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This Texas City Is Beating Austin and Dallas As a Hotspot for Movers

Anna Lagos and her husband moved to New Braunfels, Texas, in 2021.
Courtesy of Anna Lagos

  • Texas has become a popular destination for those relocating within the US.
  • Smaller cities like New Braunfels are attracting movers, compared to Austin and Dallas.
  • New residents and locals told Business Insider how the city was winning people over.

Anna Lagos, 38, moved to Texas from California in 2014 with her husband and two children, joining her parents and most of her siblings who had already relocated to the state.

Lagos, a realtor, said she believed Texas would offer her family a better chance at realizing the homeownership component of the often expensive American dream.

“The opportunities were much greater for us in Texas than they were in California,” Lagos told Business Insider. “We always wanted to own a home. It was pretty evident that we’d have to work for many years before we’d be able to purchase one in California.”

During the early years after their move, Lagos and her husband lived in San Antonio and Austin. But in 2021, driven by a desire for greater affordability and to be even closer to her parents, who had already established themselves in New Braunfels, the couple moved to the small city in Central Texas.

The Lagos family.
Courtesy of Anna Lagos

Lagos, who bought a 2,700-square-foot home in New Braunfels for $325,000, said she fell in love with its “small-town” charm.

“I wouldn’t say that it is a small town anymore, but somehow it still manages to retain the feeling of a small town,” she said, adding it was one of those places “you won’t find anywhere else.”

Over the past few years, hundreds of thousands of people have moved to the Lone Star state, drawn by its affordable housing, political environment, and abundant job opportunities. According to Census Bureau data, Texas welcomed 670,000 new residents between 2021 and 2022, ranking second to Florida.

While big cities such as Austin, Dallas, and San Antonio have traditionally been real-estate hot spots, recent Census estimates from 2020 to mid-2022 suggest that smaller places, such as New Braunfels and Katy, have experienced significant population growth, while their larger counterparts have seen minimal growth — or in some cases, population declines. It’s a trend that may persist as Americans continue to reassess notions of affordability and community.

BI interviewed homebuyers and real-estate agents to explore the factors contributing to New Braunfels’ rising popularity. Residents said its rich German heritage, tight-knit community, rapidly expanding business sector, and affordable real-estate market made it an ideal place to raise a family and settle down.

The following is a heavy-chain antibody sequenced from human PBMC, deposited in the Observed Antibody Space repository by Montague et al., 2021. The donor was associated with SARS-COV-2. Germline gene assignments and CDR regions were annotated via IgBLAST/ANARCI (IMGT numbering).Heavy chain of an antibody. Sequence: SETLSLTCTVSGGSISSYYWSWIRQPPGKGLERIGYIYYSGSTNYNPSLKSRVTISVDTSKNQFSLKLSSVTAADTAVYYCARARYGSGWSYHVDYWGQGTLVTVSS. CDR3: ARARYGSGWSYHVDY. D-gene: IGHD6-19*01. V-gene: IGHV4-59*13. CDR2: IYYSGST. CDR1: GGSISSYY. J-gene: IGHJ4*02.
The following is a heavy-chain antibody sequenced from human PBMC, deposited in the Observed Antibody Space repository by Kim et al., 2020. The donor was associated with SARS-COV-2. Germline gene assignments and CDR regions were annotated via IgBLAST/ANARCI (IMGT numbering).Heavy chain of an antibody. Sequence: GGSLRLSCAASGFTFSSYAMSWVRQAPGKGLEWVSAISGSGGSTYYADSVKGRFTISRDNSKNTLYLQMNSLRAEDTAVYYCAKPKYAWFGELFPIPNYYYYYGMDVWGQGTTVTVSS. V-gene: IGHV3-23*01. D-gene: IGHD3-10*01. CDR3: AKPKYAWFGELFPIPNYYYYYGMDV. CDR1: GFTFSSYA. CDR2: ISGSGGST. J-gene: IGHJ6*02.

One of the fastest-growing cities in America

New Braunfels has emerged as one of the fastest-growing cities in the US. Census data shows that its population has surged by more than 15% since 2020. As of July 2022, the city’s population has reached 104,707.

Its growth is as remarkable as its origin story: evolving from a humble settlement founded by a German prince to a thriving and rapidly expanding city.

In 1844, Prince Carl of Solms-Braunfels, a German prince and military officer, was appointed the commissioner of the Adelsverein, a group of aristocrats united with the singular aim of creating a “new Germany” on Texan soil.

Although New Germany was never realized, the colony succeeded, and to this day, New Braunfels retains much of its German heritage.

Schlitterbahn Waterpark.
Erich Schlegel/Getty Images

The city, which is home to the famous Schlitterbahn Waterpark, hosts the annual Wurstfest celebration — a 10-day German cultural festival dedicated to sausages and Oktoberfest. Drawing hundreds of thousands of attendees from around the world, it has become an internationally famous event.

The city’s economy and job sector are booming

New Braunfels’ economy is growing rapidly alongside its population. A 2023 report from the New Braunfels Economic Development Foundation showed the city’s gross regional product — a measure of an area’s economy — reached $2.8 billion in 2021, nearly double the amount from a decade earlier.